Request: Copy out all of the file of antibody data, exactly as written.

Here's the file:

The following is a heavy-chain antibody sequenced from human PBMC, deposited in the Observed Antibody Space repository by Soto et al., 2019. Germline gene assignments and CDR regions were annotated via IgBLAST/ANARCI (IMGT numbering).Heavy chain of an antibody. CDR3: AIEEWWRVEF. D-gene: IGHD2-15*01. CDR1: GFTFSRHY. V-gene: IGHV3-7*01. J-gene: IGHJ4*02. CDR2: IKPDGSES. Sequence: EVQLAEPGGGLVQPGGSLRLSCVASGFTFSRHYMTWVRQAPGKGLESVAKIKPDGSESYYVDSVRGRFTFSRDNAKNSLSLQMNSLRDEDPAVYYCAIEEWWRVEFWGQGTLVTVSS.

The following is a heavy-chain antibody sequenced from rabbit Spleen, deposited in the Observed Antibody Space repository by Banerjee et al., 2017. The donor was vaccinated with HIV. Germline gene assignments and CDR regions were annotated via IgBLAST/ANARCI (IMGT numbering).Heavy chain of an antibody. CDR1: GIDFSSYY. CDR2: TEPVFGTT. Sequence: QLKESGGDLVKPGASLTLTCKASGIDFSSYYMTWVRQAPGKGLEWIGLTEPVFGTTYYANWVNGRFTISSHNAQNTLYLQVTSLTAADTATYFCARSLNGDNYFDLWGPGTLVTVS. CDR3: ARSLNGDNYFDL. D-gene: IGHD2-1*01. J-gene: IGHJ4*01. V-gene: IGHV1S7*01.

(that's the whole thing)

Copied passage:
The following is a heavy-chain antibody sequenced from human PBMC, deposited in the Observed Antibody Space repository by Soto et al., 2019. Germline gene assignments and CDR regions were annotated via IgBLAST/ANARCI (IMGT numbering).Heavy chain of an antibody. CDR3: AIEEWWRVEF. D-gene: IGHD2-15*01. CDR1: GFTFSRHY. V-gene: IGHV3-7*01. J-gene: IGHJ4*02. CDR2: IKPDGSES. Sequence: EVQLAEPGGGLVQPGGSLRLSCVASGFTFSRHYMTWVRQAPGKGLESVAKIKPDGSESYYVDSVRGRFTFSRDNAKNSLSLQMNSLRDEDPAVYYCAIEEWWRVEFWGQGTLVTVSS.

The following is a heavy-chain antibody sequenced from rabbit Spleen, deposited in the Observed Antibody Space repository by Banerjee et al., 2017. The donor was vaccinated with HIV. Germline gene assignments and CDR regions were annotated via IgBLAST/ANARCI (IMGT numbering).Heavy chain of an antibody. CDR1: GIDFSSYY. CDR2: TEPVFGTT. Sequence: QLKESGGDLVKPGASLTLTCKASGIDFSSYYMTWVRQAPGKGLEWIGLTEPVFGTTYYANWVNGRFTISSHNAQNTLYLQVTSLTAADTATYFCARSLNGDNYFDLWGPGTLVTVS. CDR3: ARSLNGDNYFDL. D-gene: IGHD2-1*01. J-gene: IGHJ4*01. V-gene: IGHV1S7*01.